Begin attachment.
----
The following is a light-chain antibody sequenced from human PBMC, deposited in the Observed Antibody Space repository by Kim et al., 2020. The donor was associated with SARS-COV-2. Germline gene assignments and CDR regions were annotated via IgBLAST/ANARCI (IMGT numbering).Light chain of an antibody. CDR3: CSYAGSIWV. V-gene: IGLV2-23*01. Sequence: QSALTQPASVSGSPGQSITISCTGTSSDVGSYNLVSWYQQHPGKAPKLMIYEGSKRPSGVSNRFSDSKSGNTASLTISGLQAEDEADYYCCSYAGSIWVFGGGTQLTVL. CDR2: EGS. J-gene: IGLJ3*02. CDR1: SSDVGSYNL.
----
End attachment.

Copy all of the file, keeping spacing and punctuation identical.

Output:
The following is a light-chain antibody sequenced from human PBMC, deposited in the Observed Antibody Space repository by Kim et al., 2020. The donor was associated with SARS-COV-2. Germline gene assignments and CDR regions were annotated via IgBLAST/ANARCI (IMGT numbering).Light chain of an antibody. CDR3: CSYAGSIWV. V-gene: IGLV2-23*01. Sequence: QSALTQPASVSGSPGQSITISCTGTSSDVGSYNLVSWYQQHPGKAPKLMIYEGSKRPSGVSNRFSDSKSGNTASLTISGLQAEDEADYYCCSYAGSIWVFGGGTQLTVL. CDR2: EGS. J-gene: IGLJ3*02. CDR1: SSDVGSYNL.